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Penrith forward Jack Hetherington was loaned out to the Warriors in 2020.

­The NRL's planned exploration of loan systems, trade periods and transfer windows in a review of player contracts can "only be a good thing" in the eyes of respected Storm prop Christian Welch.

NRL CEO Andrew Abdo and his executive will lead a review into the contracting system in the first half of 2021 as part of the revised CBA agreement struck with the RLPA this week.

Among items on the agenda will be the oft-touted prospect of a trade period or window being introduced in future seasons, as well as the potential for short-term player loans between clubs.

Whereas the RLPA has long opposed the concept of trade windows, the loan system that saw the Warriors borrow players on one-month stints last year was largely viewed as a success across the game.

The likes of Poasa Fa'amausili, Jack Hetherington, George Jennings and Daniel Alvaro all found game time in short-term loans that benefited both the Warriors and their respective clubs, with feedback on the system from veteran recruitment manager Peter O'Sullivan provided to the NRL last year.

A similar loan system has been used for several years in the UK's Super League and has been previously backed by leading coaches Trent Robinson and Ivan Cleary.

NRL CEO Andrew Abdo.
NRL CEO Andrew Abdo. ©NRL Photos

Welch too is a fan, and as one of Melbourne's RLPA club delegates welcomed the review into the contracting system given it is an area of the game that generates enormous interest, but also controversy.

"I think a loan system would be really beneficial," Welch told

"There's a lot of talent in the NRL but only 17 players able to get picked [for each club] each week.

"There's benefits for the host club, there's benefits for the players. You can see those guys that played for the Warriors this year, they were able to make genuine contributions under that special system, there's real potential there for both clubs involved and the players.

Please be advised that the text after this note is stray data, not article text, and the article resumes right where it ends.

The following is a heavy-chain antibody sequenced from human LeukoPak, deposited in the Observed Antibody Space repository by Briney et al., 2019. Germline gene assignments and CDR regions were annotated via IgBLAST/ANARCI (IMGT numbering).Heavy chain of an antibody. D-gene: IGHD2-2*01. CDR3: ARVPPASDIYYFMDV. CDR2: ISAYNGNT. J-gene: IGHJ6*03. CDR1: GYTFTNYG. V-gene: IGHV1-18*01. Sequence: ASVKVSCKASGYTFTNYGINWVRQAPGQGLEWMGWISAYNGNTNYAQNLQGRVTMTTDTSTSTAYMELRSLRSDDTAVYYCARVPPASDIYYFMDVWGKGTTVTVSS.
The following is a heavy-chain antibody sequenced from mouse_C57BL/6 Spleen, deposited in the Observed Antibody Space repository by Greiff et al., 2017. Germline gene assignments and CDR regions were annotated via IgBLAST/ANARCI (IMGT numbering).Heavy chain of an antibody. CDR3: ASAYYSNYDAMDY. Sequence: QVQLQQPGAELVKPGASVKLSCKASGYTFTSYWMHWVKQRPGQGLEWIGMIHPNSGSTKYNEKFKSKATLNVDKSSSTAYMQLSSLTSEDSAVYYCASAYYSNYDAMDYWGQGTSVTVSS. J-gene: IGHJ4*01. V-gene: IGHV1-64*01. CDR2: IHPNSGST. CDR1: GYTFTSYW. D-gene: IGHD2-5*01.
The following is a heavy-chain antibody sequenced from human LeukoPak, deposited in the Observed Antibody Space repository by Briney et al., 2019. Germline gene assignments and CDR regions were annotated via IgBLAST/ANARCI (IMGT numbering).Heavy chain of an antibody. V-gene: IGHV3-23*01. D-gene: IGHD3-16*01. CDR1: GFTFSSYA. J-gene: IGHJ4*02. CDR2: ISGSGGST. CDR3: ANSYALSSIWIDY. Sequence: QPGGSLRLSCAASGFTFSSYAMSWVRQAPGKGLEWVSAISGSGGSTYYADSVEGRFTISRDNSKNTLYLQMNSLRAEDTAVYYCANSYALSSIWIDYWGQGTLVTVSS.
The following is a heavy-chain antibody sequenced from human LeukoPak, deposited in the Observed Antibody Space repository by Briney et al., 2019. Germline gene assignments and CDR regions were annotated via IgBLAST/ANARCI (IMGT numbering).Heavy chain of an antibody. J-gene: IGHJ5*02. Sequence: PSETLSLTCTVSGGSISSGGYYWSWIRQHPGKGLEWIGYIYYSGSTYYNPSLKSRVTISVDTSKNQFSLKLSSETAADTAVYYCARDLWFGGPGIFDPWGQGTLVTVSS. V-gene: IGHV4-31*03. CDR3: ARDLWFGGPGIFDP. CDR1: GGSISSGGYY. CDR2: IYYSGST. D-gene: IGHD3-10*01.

"I'd like to see something come in properly around that practice.

"Obviously it's different to other sports with more money. Moving a player on the minimum wage of around $80,000, uprooting their whole life and family for a couple of months might not add up.

"I'm sure there's things that need to be worked out. But I think that's the most exciting thing because we're talking more talent in the game."

The NRL's planned contract review will include input from the players union, clubs and agents among other stakeholders.

As well as potentially large-scale moves that would re-shape the transfer market, the June 30 mid-season transfer date, November 1 free agency date and rules around breaking contracts are also likely to be looked at.

The ARL Commission discussed the concept of prohibiting players breaking a contract to sign for more money at a rival club late last year, following high profile, messy disputes involving Josh Aloiai and Jason Saab.

As part of the revised CBA that will see players take a 6% pay cut over 2021 and 2022, the NRL's top 30 minimum wage will remain at $77,000 this season and $80,000 next year, with those lower tier players shielded from the salary cuts.

Storm prop Christian Welch.
Storm prop Christian Welch. ©Robb Cox/NRL Photos

Welch believes conversations and commentary around player releases is often skewed against players.

The Queensland Origin prop, who holds a commerce degree and is also studying for an MBA, points to the far more frequent instances of a player being moved on from a club rather than the individual agitating for a release.

In any case, Welch welcomes a wider discussion on the contract system and potential reform and improvements.

"Only good things are going to come out of sitting down at the table with all the stakeholders," Welch said.

"That's players, clubs, player managers, the NRL and who else should be sitting there as well is your diehard fans. They need a voice at the table as well because it's their game as much as everyone else's.

"We should always be looking to improve the contracting model, hopefully it's not a zero-sum gain where one stakeholder wins and others have to give up some rights.

"I struggle with some of the commentary around player contracts sometimes... it can be a one-way street where players are the bad guy, always asking for more money.

"There's examples of that but I'm well aware of instances where it's the opposite, where players get told to move on and that they don't have a future and it's presented quite differently.

"I think there's some improvements there that can be discussed running into the next CBA and there's ways to take the game forward."

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